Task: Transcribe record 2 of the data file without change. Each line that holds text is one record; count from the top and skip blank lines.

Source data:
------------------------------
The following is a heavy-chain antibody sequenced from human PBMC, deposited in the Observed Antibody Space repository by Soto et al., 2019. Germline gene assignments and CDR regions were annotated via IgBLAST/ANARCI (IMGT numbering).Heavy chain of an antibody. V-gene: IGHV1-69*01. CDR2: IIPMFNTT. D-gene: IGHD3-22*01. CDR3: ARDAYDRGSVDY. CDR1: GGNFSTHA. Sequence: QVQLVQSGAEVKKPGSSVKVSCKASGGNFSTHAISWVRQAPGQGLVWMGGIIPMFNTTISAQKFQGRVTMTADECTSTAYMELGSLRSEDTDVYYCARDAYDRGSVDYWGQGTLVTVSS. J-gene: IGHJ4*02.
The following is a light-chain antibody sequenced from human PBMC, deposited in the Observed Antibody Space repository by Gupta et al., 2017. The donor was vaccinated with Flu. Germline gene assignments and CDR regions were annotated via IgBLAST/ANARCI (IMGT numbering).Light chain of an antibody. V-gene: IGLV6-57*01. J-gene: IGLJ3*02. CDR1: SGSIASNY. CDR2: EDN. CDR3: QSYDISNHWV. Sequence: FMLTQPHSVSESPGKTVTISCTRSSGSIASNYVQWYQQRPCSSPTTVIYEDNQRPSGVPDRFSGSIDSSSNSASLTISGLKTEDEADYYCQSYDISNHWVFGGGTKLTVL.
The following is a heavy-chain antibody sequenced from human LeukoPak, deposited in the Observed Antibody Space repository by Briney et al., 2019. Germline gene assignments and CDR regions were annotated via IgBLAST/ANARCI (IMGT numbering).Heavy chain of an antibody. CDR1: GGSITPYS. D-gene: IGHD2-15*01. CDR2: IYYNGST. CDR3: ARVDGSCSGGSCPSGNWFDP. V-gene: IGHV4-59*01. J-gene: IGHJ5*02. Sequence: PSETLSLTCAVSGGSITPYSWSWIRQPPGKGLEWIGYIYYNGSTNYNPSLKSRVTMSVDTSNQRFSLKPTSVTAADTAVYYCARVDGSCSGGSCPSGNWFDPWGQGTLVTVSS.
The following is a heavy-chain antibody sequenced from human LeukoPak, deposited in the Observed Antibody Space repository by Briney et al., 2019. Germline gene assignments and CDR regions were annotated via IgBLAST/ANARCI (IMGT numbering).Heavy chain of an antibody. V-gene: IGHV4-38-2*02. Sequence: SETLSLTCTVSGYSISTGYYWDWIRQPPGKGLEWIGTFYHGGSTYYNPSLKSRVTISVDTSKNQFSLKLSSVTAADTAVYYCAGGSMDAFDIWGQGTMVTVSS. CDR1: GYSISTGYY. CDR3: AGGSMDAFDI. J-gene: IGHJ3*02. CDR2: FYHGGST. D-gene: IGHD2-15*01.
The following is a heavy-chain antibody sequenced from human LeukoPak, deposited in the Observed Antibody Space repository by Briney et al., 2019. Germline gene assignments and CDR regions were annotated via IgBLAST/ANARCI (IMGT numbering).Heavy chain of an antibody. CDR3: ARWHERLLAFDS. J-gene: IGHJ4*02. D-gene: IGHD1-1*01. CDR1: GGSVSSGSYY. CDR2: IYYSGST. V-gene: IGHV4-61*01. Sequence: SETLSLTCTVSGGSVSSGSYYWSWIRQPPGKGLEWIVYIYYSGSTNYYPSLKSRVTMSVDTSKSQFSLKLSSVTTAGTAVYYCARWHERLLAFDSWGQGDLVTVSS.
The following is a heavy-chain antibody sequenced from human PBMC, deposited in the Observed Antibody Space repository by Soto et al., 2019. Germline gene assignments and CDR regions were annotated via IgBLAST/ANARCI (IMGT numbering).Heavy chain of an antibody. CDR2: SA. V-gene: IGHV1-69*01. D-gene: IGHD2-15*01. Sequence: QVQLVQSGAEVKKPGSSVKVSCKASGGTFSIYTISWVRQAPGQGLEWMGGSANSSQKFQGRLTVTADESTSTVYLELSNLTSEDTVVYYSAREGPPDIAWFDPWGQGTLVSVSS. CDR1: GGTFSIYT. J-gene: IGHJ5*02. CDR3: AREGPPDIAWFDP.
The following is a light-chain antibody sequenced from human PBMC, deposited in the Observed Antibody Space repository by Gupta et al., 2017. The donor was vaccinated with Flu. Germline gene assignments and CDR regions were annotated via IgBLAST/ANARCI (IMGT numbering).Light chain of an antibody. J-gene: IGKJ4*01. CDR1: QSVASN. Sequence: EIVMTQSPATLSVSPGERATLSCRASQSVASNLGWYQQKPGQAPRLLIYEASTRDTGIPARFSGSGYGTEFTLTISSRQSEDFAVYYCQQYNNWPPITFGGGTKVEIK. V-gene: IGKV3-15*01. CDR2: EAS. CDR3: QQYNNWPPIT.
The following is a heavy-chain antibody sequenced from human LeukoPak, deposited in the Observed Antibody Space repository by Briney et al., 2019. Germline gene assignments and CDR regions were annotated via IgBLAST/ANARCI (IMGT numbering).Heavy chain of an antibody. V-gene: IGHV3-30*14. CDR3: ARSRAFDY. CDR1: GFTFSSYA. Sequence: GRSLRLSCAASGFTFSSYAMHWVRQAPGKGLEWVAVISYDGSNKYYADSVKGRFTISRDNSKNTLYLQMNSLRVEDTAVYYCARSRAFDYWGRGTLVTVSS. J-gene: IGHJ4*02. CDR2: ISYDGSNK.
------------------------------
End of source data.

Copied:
The following is a light-chain antibody sequenced from human PBMC, deposited in the Observed Antibody Space repository by Gupta et al., 2017. The donor was vaccinated with Flu. Germline gene assignments and CDR regions were annotated via IgBLAST/ANARCI (IMGT numbering).Light chain of an antibody. V-gene: IGLV6-57*01. J-gene: IGLJ3*02. CDR1: SGSIASNY. CDR2: EDN. CDR3: QSYDISNHWV. Sequence: FMLTQPHSVSESPGKTVTISCTRSSGSIASNYVQWYQQRPCSSPTTVIYEDNQRPSGVPDRFSGSIDSSSNSASLTISGLKTEDEADYYCQSYDISNHWVFGGGTKLTVL.